- Composed by Brian Tyler
- Atlantic Records / 2014 / 73m
After the three live-action films of the early 1990s and the CGI 2007 continuation, the Teenage Mutant Ninja Turtles have a cinematic reboot in 2014 courtesy of producer Michael Bay and director Jonathan Liebesman. Megan Fox stars, with support from Will Arnett, and the film has been an unqualified success at the box office in its opening weekend; a sequel is expected in a couple of years.
Brian Tyler has scored three of Liebesman’s previous films, including the one that really made me sit up and take notice of the previously-unknown (to me) composer back in 2003, Darkness Falls. Last year Tyler showed Hollywood how modern action movies could still be scored with style and panache and be great fun in his two Marvel scores (including his career-best Iron Man 3) and I’m delighted to discover that TMNT is very much a continuation of that style – it’s no-nonsense fun and excitement, there’s a big and memorable theme, no angst-ridden joyless rumination (rumination which has depressingly been allowed – absurdly – to run all the way through far too many big action blockbusters in the last few years) – this is, in other words, exactly how it should be done.
The album springs straight into life with the wonderful opening cue, Tyler immediately setting his stall out that this is going to be fun. The cue slowly builds, a little motif swirling away in the strings before being joined first by some electronic percussion, then a choir, then the brass becoming ever more present – and then the theme explodes forth. It’s a close cousin to his Thor 2 theme, expansive and heroic, above anything else just great fun. It’s such a buzz when the theme explodes out – I’ve already read people saying it’s too simple, it sounds too much like this or that, but I couldn’t care less – this is what film music is supposed to be like. Bold, brassy and exciting; and I’ll use the word again because I can’t overstate how important it is, fun.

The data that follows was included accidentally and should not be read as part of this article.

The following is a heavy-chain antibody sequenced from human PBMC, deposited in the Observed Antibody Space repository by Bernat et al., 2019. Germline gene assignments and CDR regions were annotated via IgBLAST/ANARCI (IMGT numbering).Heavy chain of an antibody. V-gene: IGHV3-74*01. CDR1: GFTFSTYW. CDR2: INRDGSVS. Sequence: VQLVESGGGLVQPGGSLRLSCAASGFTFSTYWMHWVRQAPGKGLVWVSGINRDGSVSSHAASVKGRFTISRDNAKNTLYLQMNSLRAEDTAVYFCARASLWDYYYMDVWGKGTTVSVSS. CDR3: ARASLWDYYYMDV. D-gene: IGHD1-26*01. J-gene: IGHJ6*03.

In the amusingly-titled “Adolescent Genetically Altered Shinobi Terrapins” we hear the secondary theme, much calmer and with the choir taking on an almost heavenly appearance at times, a lovely piano melody emerging after another airing of the main theme. In tone it’s a bit like James Horner’s amazing Amazing Spider-Man, memorable and unafraid to be emotionally direct. The difference is that this score is far more action-dominated and that side comes straight to the fore in the fantastic, blisteringly exciting “Splinter vs Shredder”, a spectacular choral section joining the thrilling writing for the orchestra.
When the much-needed pause for breath comes after all the excitement, in “Origins”, the music remains constantly interesting; and even within this piece (which runs for six minutes) there are some bursts of action, including – admittedly briefly – a demonstration of how you can do a “drum orchestra” and not make it sound completely joyless. In the brief “Brotherhood” that swirling string motif is back, much more expansive this time; and then it’s back to the action in “Turtles United”, dynamically driving forth through murky waters before a fantastic explosion of brass (a hint of John Adams, perhaps; and in film music terms it brings back great memories of Joel McNeely’s exceptional Soldier).